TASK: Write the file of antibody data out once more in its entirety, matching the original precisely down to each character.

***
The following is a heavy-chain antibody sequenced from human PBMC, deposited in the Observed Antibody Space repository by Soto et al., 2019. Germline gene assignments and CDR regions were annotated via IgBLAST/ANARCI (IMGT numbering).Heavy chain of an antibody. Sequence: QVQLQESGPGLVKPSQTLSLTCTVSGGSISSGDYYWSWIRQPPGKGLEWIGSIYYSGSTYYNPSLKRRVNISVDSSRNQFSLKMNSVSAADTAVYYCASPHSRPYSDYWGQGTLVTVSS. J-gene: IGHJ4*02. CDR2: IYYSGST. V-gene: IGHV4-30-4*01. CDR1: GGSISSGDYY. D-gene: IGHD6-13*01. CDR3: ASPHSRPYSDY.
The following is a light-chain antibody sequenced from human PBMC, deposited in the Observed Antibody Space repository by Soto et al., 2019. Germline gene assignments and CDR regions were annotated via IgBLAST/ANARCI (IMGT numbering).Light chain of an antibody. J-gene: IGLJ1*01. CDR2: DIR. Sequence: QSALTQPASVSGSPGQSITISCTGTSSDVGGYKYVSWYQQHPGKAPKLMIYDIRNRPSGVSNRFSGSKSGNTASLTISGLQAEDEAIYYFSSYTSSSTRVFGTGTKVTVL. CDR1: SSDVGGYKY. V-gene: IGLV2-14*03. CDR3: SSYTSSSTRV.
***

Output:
The following is a heavy-chain antibody sequenced from human PBMC, deposited in the Observed Antibody Space repository by Soto et al., 2019. Germline gene assignments and CDR regions were annotated via IgBLAST/ANARCI (IMGT numbering).Heavy chain of an antibody. Sequence: QVQLQESGPGLVKPSQTLSLTCTVSGGSISSGDYYWSWIRQPPGKGLEWIGSIYYSGSTYYNPSLKRRVNISVDSSRNQFSLKMNSVSAADTAVYYCASPHSRPYSDYWGQGTLVTVSS. J-gene: IGHJ4*02. CDR2: IYYSGST. V-gene: IGHV4-30-4*01. CDR1: GGSISSGDYY. D-gene: IGHD6-13*01. CDR3: ASPHSRPYSDY.
The following is a light-chain antibody sequenced from human PBMC, deposited in the Observed Antibody Space repository by Soto et al., 2019. Germline gene assignments and CDR regions were annotated via IgBLAST/ANARCI (IMGT numbering).Light chain of an antibody. J-gene: IGLJ1*01. CDR2: DIR. Sequence: QSALTQPASVSGSPGQSITISCTGTSSDVGGYKYVSWYQQHPGKAPKLMIYDIRNRPSGVSNRFSGSKSGNTASLTISGLQAEDEAIYYFSSYTSSSTRVFGTGTKVTVL. CDR1: SSDVGGYKY. V-gene: IGLV2-14*03. CDR3: SSYTSSSTRV.